At Corwin, we focus on resources to help meet teachers where they’re at TODAY. Our books in Literacy, Mathematics, and Science/STEM are award-winning and proven to enhance learning using research-backed teaching methods. Throughout March on Corwin Connect, you’ll find a deep dive into the content areas, in which thought leaders share best practices and new research for teaching in each subject area.
To start off the month, check out some of our newest books across the disciplines!
By Doug Fisher, Nancy Frey, John Hattie, and Marisol Thayre
In these follow-up books to Visible Learning for Literacy, the authors share structures and tools that have high-impact on learning, and insights on which stage of learning they have that high impact.
By Patty McGee
The number one challenge of student writers today isn’t word choice, logic, voice, or even grammar and spelling—it’s buy-in. In Feedback That Moves Writers Forward, Patty McGee shares how to’s for teaching that changes the writing-as-obligation vibe for good. She demonstrates the way feedback can inspire students to reach new heights as writers.
By Gravity Goldberg and Renee W. Houser
In these books, Gravity Goldberg and Renee Houser take the guesswork out of determining students’ needs with a moment-to-moment guide focused on the decisions that make the biggest impact on readers’ skill development.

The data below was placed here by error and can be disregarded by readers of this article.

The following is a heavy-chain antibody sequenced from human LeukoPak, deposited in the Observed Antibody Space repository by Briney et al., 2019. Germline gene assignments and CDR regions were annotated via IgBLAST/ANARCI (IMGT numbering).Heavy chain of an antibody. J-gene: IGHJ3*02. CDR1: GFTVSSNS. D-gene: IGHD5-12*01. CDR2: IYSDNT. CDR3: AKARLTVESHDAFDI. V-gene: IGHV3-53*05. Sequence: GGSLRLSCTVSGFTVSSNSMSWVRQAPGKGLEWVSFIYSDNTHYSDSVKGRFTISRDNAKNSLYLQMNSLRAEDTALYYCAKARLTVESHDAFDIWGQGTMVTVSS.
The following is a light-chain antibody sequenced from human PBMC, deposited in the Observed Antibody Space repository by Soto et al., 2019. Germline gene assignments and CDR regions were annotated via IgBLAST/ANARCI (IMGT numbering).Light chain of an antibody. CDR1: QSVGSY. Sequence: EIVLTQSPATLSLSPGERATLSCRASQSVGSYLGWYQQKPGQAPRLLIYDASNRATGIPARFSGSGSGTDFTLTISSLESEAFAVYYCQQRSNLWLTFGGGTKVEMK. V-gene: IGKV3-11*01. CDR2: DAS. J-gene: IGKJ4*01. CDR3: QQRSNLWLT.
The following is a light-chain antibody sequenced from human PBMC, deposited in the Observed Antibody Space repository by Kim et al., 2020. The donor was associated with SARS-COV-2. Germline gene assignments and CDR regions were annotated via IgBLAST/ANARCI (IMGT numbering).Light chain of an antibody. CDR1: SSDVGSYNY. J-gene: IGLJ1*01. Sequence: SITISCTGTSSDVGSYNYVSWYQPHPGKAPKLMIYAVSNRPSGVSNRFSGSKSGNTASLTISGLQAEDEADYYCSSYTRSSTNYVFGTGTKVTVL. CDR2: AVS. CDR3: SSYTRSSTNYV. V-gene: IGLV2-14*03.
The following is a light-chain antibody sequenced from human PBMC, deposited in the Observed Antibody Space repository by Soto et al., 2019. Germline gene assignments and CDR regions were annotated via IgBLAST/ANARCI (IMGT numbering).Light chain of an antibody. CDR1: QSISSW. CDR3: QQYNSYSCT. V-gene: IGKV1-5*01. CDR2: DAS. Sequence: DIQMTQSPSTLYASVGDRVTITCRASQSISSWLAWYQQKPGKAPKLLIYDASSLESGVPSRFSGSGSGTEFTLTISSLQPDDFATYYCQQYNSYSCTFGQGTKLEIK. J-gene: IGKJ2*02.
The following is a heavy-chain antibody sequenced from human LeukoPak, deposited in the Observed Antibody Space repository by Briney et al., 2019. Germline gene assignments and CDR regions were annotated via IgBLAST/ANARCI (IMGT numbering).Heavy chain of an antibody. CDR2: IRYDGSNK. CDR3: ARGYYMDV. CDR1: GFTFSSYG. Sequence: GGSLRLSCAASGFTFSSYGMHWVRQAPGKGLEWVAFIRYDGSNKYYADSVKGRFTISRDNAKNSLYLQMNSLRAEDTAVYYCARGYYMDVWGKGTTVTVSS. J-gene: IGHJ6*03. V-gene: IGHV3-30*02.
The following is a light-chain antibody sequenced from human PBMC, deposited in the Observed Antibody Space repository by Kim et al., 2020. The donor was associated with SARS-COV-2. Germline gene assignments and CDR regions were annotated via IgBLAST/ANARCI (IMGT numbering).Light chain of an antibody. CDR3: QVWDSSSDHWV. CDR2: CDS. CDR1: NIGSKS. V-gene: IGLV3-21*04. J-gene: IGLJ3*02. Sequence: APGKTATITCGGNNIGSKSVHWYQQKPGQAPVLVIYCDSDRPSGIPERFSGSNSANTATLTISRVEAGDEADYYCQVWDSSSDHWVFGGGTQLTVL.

By Nanci N. Smith
As an elementary teacher, you know that students are different and learn differently. And yet, when students enter your classroom, you somehow must teach these unique individuals deep mathematics content using rigorous standards. Is differentiation really the answer? How can it be done well and in less time?
Nationally recognized math differentiation expert Nanci Smith debunks the myths, revealing what differentiation is and isn’t. In this engaging book Smith reveals a practical approach to teaching for real learning differences. You’ll gain insights into an achievable, daily differentiation process for ALL students.